And, of course, befitting the most significant female superhero, Wonder Woman quickly enters into a “love triangle” plot evocative of Clark Kent/Lois Lane/Superman, the most significant MALE hero of the age.  Marston’s goal was to create a feminine archetypical character, someone who was a powerful as she was feminine, and while this issue has a couple of wobbly moments plot-wise, its gender politics are remarkably forward-thinking for 1942.  (Of course, Marston also believed that women would eventually come to rule the world, and had no fear in saying so.)  As Retro Review regulars know, though, when we get to a Golden Age comic, there’s almost ALWAYS more going on than just the lead feature.  This book came so early in DC’s history that’s it’s not merely the first appearance of Wonder Woman, but also of half a dozen other characters major and minor, such as The Black Pirate…


Fans of James Robinson’s Starman should remember him as the ghostly buccaneer that haunted Opal City, but in his Golden Age adventurers, he was an actual 16th-Century pirate captain.  Another DC stalwart, albeit one who was never quite as prominent as his gimmick might have made him, also appears in this issue, with the first appearance of Terry Sloan as Mr. Terrific!


I was interested to find this first adventure of “The Human Dynamo Who Is Stumped By Nothing” (perhaps the most awkward appellation ever, it’s certainly no “Dark Knight” or “Scarlet Speedster”) signed by both writer and artist on the title page.  In the “Minor Characters” column comes a character who was doomed not by his concept or insufficient creativity, but by the changing of the lexicon over the past 75 years…


Keith Everet, now named “The Grim Ghost” is still a little-used member of DC’s stable of heroes today (or, at least he was, pre-New 52), as are our next heroes, the classic “buncha kids” super-squad…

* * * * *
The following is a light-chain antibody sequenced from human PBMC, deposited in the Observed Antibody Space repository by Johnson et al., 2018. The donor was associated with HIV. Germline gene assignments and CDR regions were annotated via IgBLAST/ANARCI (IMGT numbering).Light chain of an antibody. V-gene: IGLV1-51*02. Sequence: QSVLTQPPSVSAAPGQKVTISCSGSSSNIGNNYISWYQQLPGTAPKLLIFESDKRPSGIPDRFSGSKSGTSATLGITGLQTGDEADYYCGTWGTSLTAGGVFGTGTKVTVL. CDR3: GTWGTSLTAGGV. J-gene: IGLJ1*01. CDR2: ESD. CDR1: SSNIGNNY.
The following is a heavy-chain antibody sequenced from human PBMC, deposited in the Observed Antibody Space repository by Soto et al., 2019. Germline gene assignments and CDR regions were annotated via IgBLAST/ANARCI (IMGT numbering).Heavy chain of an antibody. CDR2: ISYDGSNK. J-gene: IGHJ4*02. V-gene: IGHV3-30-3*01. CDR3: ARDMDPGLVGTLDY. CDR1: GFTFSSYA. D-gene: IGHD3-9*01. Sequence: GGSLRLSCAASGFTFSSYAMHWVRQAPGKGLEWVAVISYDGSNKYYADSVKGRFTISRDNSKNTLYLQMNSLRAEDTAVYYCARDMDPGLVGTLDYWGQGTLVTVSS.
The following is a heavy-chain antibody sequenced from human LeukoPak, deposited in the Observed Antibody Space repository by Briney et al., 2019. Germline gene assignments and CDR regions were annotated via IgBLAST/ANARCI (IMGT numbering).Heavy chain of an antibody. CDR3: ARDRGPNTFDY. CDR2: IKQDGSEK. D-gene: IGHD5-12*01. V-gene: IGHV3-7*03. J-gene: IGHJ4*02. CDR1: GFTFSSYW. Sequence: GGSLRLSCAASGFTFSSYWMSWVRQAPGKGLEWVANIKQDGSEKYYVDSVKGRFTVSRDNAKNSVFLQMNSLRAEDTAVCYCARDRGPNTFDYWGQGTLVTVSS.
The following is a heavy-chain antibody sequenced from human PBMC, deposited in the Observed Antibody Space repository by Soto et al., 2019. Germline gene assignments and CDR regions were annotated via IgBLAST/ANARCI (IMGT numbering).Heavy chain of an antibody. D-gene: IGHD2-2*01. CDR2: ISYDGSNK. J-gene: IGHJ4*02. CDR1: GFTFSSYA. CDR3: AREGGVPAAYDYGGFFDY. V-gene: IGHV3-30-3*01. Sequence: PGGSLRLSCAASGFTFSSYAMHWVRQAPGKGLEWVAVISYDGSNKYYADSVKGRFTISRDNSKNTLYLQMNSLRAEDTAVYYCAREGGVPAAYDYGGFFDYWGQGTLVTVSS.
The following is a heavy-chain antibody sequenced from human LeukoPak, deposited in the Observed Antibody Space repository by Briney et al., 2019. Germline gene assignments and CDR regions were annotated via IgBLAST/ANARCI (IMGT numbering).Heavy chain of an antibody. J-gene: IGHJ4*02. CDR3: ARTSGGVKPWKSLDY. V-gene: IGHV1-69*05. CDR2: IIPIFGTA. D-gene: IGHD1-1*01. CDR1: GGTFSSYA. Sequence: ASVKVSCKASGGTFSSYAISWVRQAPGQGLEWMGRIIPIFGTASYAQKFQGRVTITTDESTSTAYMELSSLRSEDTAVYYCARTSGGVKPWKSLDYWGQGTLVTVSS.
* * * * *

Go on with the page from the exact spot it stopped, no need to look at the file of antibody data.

Of all the characters in this issue, though, I find it funny that Little Boy Blue and the Blue Boys got their own edgy 90s reboot, featuring skateboards, electronic walkie-talkies and such.  Imagine how much fun they’d be revamped for the information age?  There is also one other character who makes his first bow in this issue, this one a little more prevalent in recent years.  One of the first Golden Age heroes to make a full-scale return (thanks to Bob Haney’s complete defiance of continuity), he became the Batman-equivalent of the revived JSA for many years.  Faithful Spoilerites, I give you the debut of Wildcat!


I’m actually quite impressed with this comic, especially due to its Golden Age origins, as it features some remarkably sophisticated story-telling, a star who is female, and some top-notch art as well.  As our first full view of the magic of Wonder Woman, Sensation Comics #1 holds up quite well, and delivers some laughs, some adventure, and a template that would eventually lead to the most important female superhero of any age, earning 3.5 out of 5 stars overall.

Stick around for lots more of the Amazing Amazon as Wonder Woman Week continues at Major Spoilers!



A true historical document, but one that remains surprisingly fresh and enjoyable...

User Rating: 4 ( 1 votes)

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Once upon a time, there was a young nerd from the Midwest, who loved Matter-Eater Lad and the McKenzie Brothers... If pop culture were a maze, Matthew would be the Minotaur at its center. Were it a mall, he'd be the Food Court. Were it a parking lot, he’d be the distant Cart Corral where the weird kids gather to smoke, but that’s not important right now... Matthew enjoys body surfing (so long as the bodies are fresh), writing in the third person, and dark-eyed women. Amongst his weaponry are such diverse elements as: Fear! Surprise! Ruthless efficiency! An almost fanatical devotion to pop culture! And a nice red uniform.